Friday, January 30, 2015

Two Supposedly Fun Things I'll Never Do Again

Writing a review is like pregnancy (as far as I can imagine being pregnant and with due respect to real mothers...), one starts super-excited, then begins to realize the initial expectations were too optimistic and that the entire experience is going to be much tougher than originally expected; and while the "baby" is growing, everything becomes tougher and tougher, to the point that one starts looking forward to the delivery (and THAT is probably the toughest part).

This is why finishing two reviews (here and here) in the same week is pretty much like having a twin childbirth, and now I feel like one of those exhausted mothers who stares at their babies with extreme joy.

For those who missed the reference in the title, one of the best books ever..nothing less than a must-read! 

The first work is an overview on superradiance. [If you are curious about what superradiance is... well, read the book! Meanwhile, in very few words superradiance is a broad class of phenomena related to energy amplification in dissapative systems. Because of dissipation, in special kinematic configurations the energy stored in some body/medium can be transferred to another body or to radiation, thus producing a sort of amplifier].

This project started more or less one year ago. I remember having a meeting with Richard and Vitor around Feb 2014 and discussing a problem: we were working on various problems related to black-hole superradiance  and, each time we introduced the topic in a paper, we missed a comprehensive work to refer to. This means that in many of our recent papers the introduction contains two or three paragraphs explaining and repeating what black-hole superradiance is [again very briefly, because the event horizon of a black hole behaves as a vviscousmembrane, black holes too are dissipative systems and they are prone to superradiance. This can be seen through a gedanken experiment. Consider the scattering of a wave off a rotating (Kerr) black hole: in certain situations the energy of the scattered wave can be larger than the energy of the incident radiation, the difference being extracted from the black-hole rotational energy]. Thus, we thought -Hey, why don't we write a review on superradiance ourselves?-

At the beginning, our interest was to cover only superradiance of black holes, having in mind some modern applications which we are working on (food for another post). However, it soon became clear that before discussing black-hole superradiance we had to explore in more detail what superradiance was in general, how it occurs in non-gravitational systems, and which kind of phenomena in other areas of physics are related to this effect. It turned out that superradiance is really ubiquitous in physics, as it basically hinges only on one ingredient that one can always find in nature: energy dissipation. Effects like Cherekov emission are nothing but linear superradiance and various instabilities of spinning stars are also related to this process. Thus, we started including new chapters even before we started scratching the surface of our original problems. The preliminary title changed from the original "Black-hole superradiance" to a more generic "Black-hole superradiance: from fundamental physics to astrophysics" and finally settled to the one in the draft, "Superradiance", with the table of content changing (and inflating!) accordingly. For example, while writing and studying, we also prepared a list of milestones, trying to reorganize the existing literature on the subject and keeping track of the major contributions. As it turned out, we had to dig down to 1930s to give a comprehensive historical account. The list of milestones is now at the beginning of the book and I hope it would be enjoyable also for nonexperts.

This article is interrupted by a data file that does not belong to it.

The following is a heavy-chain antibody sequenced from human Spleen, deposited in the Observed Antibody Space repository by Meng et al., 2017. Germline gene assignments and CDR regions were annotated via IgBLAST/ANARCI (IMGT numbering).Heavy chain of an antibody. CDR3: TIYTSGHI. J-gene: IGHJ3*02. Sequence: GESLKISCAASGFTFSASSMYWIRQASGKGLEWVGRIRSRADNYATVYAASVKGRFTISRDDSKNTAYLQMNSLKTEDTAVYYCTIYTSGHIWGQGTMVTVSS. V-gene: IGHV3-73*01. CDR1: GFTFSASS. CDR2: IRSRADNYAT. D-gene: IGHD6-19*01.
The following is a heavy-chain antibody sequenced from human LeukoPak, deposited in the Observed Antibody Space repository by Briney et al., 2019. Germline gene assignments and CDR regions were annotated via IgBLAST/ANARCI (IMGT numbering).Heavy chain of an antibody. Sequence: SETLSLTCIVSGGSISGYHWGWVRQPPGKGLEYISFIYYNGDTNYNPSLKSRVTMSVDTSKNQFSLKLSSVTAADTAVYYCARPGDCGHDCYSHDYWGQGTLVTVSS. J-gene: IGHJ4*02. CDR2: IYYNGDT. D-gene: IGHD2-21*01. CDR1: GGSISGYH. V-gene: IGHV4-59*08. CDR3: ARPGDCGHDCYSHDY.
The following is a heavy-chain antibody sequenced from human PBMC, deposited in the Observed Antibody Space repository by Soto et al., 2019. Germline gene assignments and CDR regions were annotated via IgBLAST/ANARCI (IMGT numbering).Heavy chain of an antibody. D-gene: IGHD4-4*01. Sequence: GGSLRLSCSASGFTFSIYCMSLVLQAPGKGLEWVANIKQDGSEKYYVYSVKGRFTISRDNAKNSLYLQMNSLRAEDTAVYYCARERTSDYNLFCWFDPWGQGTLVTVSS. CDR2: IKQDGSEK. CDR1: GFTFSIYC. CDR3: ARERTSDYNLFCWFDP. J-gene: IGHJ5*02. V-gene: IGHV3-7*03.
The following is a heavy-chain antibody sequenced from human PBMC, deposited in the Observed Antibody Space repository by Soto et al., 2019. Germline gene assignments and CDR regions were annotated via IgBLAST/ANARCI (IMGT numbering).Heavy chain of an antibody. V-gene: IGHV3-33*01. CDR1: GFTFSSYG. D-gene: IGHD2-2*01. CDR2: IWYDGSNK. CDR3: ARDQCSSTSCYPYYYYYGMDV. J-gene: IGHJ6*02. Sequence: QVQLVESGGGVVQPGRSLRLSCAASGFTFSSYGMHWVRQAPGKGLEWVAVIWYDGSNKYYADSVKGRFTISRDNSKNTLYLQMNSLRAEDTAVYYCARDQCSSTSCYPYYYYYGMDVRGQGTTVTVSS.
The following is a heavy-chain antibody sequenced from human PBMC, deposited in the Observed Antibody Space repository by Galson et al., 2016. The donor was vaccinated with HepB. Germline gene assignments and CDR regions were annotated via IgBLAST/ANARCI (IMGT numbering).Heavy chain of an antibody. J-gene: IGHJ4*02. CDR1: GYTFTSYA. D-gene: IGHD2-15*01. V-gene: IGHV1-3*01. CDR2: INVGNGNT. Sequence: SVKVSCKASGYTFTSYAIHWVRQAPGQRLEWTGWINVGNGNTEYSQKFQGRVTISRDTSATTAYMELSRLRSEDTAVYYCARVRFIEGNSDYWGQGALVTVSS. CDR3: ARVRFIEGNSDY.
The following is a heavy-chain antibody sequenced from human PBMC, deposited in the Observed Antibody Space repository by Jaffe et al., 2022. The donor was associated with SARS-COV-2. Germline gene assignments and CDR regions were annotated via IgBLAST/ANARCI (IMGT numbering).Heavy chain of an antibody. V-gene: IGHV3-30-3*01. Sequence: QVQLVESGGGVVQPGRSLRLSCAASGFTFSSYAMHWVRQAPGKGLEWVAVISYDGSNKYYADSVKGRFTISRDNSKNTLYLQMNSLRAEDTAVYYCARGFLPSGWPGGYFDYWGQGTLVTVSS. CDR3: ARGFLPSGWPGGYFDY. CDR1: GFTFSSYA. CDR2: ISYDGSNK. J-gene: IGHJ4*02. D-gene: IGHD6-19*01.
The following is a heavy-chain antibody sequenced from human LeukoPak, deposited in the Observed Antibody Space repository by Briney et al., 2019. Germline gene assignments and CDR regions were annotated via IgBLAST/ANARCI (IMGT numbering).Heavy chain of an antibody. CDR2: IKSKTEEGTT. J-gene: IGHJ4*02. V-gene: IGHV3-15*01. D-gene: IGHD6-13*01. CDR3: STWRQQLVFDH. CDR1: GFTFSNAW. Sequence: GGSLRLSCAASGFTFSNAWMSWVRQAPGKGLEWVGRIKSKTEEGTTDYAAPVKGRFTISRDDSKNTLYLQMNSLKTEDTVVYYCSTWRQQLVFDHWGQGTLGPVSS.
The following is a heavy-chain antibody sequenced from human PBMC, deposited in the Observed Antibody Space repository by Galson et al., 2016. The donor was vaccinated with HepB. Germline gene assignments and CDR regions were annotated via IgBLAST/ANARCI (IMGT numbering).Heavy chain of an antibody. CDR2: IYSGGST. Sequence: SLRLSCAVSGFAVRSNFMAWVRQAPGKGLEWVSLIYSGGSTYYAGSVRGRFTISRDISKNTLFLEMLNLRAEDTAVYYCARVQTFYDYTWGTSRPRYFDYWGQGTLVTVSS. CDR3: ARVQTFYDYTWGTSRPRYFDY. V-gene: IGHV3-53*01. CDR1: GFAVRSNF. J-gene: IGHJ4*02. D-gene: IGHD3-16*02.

Nearly at the same time, we realized that the work was evolving from a review of existing material to something between an overview and an original work, because we needed to work out new examples, do novel computations from scratch and extended previous work in a number of directions. Nonetheless, what we were working on was not even a proper book, because it contained a sizeable part (about 2-3 chapters) of review material and very specialized applications. Thus, for quite a long time we kept working on this Frankestein without even knowing whether someone would have been interested in publishing it. Notwithstanding, after the work was nearly completed (over Christmas time), we came across Springer's Lecture Notes in Physics and, quoting from their webpage: